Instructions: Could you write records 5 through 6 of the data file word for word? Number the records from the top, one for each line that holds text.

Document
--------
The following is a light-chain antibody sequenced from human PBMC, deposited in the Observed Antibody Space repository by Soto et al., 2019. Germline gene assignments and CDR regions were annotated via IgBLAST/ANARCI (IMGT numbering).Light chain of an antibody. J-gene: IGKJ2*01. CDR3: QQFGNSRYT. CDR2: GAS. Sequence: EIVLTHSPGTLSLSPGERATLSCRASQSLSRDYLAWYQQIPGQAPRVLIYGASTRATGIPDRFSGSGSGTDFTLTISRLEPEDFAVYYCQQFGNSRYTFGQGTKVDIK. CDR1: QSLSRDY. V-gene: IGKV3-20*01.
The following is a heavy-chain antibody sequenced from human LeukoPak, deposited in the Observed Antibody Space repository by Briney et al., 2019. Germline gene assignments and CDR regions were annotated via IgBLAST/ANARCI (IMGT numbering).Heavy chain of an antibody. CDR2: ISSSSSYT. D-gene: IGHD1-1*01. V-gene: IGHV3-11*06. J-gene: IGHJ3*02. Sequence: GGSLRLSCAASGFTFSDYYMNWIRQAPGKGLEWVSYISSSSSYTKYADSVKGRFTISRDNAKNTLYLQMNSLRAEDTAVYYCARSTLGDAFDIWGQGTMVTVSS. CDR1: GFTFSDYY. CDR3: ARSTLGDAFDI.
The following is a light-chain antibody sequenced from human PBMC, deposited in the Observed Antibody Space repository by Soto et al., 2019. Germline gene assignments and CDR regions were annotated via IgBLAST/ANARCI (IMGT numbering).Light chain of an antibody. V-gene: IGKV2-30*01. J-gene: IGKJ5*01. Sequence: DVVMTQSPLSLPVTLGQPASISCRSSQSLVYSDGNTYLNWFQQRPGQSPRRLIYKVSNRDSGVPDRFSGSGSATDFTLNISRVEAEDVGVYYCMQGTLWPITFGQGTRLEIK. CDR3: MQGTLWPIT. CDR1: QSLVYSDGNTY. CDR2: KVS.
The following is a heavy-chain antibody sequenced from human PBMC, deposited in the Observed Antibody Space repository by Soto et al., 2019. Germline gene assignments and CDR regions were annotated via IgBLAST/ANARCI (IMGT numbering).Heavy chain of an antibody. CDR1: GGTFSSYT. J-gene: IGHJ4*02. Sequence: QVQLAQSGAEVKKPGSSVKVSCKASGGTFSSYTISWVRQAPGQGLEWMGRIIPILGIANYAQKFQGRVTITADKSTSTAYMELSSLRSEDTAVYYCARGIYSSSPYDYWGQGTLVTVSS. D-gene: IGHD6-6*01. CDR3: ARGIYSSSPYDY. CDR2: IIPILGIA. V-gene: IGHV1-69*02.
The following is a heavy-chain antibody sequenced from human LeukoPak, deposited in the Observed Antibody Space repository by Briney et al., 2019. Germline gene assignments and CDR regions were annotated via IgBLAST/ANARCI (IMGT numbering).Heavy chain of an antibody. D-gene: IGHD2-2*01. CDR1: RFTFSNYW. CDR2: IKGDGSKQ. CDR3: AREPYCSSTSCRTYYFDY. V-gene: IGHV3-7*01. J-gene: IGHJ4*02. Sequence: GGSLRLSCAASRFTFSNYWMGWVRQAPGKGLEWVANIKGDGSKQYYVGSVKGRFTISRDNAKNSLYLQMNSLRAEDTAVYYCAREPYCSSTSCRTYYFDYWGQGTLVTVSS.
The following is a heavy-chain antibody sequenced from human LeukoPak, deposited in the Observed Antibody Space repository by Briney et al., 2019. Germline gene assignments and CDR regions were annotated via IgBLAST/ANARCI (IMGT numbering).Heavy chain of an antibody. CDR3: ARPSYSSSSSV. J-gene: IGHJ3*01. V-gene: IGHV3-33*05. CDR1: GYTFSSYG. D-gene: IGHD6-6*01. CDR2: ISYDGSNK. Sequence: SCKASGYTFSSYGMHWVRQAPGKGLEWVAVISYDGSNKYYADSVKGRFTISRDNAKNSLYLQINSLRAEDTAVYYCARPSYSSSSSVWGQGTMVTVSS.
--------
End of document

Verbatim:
The following is a heavy-chain antibody sequenced from human LeukoPak, deposited in the Observed Antibody Space repository by Briney et al., 2019. Germline gene assignments and CDR regions were annotated via IgBLAST/ANARCI (IMGT numbering).Heavy chain of an antibody. D-gene: IGHD2-2*01. CDR1: RFTFSNYW. CDR2: IKGDGSKQ. CDR3: AREPYCSSTSCRTYYFDY. V-gene: IGHV3-7*01. J-gene: IGHJ4*02. Sequence: GGSLRLSCAASRFTFSNYWMGWVRQAPGKGLEWVANIKGDGSKQYYVGSVKGRFTISRDNAKNSLYLQMNSLRAEDTAVYYCAREPYCSSTSCRTYYFDYWGQGTLVTVSS.
The following is a heavy-chain antibody sequenced from human LeukoPak, deposited in the Observed Antibody Space repository by Briney et al., 2019. Germline gene assignments and CDR regions were annotated via IgBLAST/ANARCI (IMGT numbering).Heavy chain of an antibody. CDR3: ARPSYSSSSSV. J-gene: IGHJ3*01. V-gene: IGHV3-33*05. CDR1: GYTFSSYG. D-gene: IGHD6-6*01. CDR2: ISYDGSNK. Sequence: SCKASGYTFSSYGMHWVRQAPGKGLEWVAVISYDGSNKYYADSVKGRFTISRDNAKNSLYLQINSLRAEDTAVYYCARPSYSSSSSVWGQGTMVTVSS.